The next morning, we needed to leave early to make sure we reached the Zimbabwe border before our PCR test was more than 48 hours old. As we pulled out, the missing Land Rover arrived to join us – that was a relief!

Back on the A3 towards Zimbabwe, at the only border crossing open, due to Covid: Victoria Falls, which was to my delight as I had heard so much about those waterfalls, and they hadn’t been part of the original plan.

As US citizens, we paid $30 each for our visa entry into Zimbabwe. South Africans pay less. At the border post there signs pointing to Zambia and Namibia. Both are next door.

In Victoria Falls, we stayed at the Victoria Falls Rest Camp, where we shared a 2-bedroom “self-catering” cottage, with bathroom and fully equipped kitchen, with Vicky and her partner. Cost per couple: $83.

We booked via the Victoria Falls Tourism Board. As usual for foreigners in Zimbabwe: paid in USD, cash.

We arrived too late to make our own dinner, especially after driving for hours and hours to beat the Covid test deadline. We were recommended a restaurant, The Three Monkeys, where we found attentive wait staff and a large menu. Note: In all the places where we ate during this trip, no or little “real” African food was on offer, but rather international, Western-style food. After tips, with wine/beer, we paid $25 each for a plentiful meal. We asked the staff how they had coped during lockdown. They told us that local people from surrounding areas kept the business going, as there were no foreign tourists.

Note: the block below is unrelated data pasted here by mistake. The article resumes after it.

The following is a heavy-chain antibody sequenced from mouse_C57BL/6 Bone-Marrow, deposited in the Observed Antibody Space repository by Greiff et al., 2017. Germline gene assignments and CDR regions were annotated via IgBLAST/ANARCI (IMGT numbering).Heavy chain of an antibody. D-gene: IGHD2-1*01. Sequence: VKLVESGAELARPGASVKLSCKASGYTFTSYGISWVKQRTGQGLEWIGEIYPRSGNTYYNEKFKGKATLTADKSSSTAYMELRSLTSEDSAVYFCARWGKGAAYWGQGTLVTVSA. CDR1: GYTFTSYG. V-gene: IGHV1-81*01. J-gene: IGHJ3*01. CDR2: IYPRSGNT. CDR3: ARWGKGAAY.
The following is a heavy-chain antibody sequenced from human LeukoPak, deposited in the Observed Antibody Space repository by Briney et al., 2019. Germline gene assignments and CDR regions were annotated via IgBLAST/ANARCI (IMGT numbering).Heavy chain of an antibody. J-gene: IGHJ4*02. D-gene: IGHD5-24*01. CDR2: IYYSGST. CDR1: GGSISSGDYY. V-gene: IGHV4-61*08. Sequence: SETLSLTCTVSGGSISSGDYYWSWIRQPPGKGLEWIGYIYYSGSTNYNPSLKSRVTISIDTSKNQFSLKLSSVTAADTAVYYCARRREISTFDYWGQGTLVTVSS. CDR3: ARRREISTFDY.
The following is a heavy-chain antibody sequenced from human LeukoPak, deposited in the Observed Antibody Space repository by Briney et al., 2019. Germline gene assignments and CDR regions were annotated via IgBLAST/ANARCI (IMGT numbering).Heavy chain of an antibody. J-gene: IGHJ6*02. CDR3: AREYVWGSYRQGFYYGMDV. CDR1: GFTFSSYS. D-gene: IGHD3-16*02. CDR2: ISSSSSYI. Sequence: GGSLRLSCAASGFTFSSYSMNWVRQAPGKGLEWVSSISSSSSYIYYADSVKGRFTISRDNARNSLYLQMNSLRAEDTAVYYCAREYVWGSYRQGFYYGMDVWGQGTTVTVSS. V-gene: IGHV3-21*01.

Day 3 – September 19

The next morning, we set off to the Falls, where once again, as American visitors, we paid a higher entrance fee (fair enough). I was warned at the last minute that I should wear waterproof clothing – which I didn’t really have in my luggage, so I put on a hoodie and a sun hat. The closer you get to the Falls, the more it resembles a rainforest. Sometimes it downright pours rain! But oh, what a wonder to behold these absolutely majestic waterfalls. I don’t know Niagara Falls (I was there only as a baby), but I was told that Victoria Falls is more impressive. It’s quite a long walk to view the entire area, from the Zimbabwe side, and you come out drenched, but delighted.

We had to keep on going to make our way to the next stop: Sinamatella Campsite in the Hwange National Preserve. To get there from Victoria Falls, we had to drive for a couple of hours through a coal mining site. It was gray all over the place, dusty, with an astringent smell when we dared open our windows.

We reached the entrance to the Hwange Preserve, waited for a while to show our IDs, and pay our entrance fee. Then we drove over dirt roads for another 15 km on to the campsite, where we prepared dinner in the barbecue area after setting up our tents.

There is a covered open-air dining area with 2 long tables, and benches on each side. The “ablutions” area was a free-standing structure, men entered on one side, women on the other. Hot water was arranged by park rangers via a wood-burning stove.

A tiny frog appeared to live on the edge of the wall tile in one toilet, and an even smaller frog lived in the toilet bowl, and did not want to be fished out!

(The wall tiles in one shower room also crashed down. It was hard to tell whether the tiles were recently installed or not. The next day, the park rangers, unruffled, removed the fallen tiles.)

Cost: $34 + gratuities for the charming female park rangers.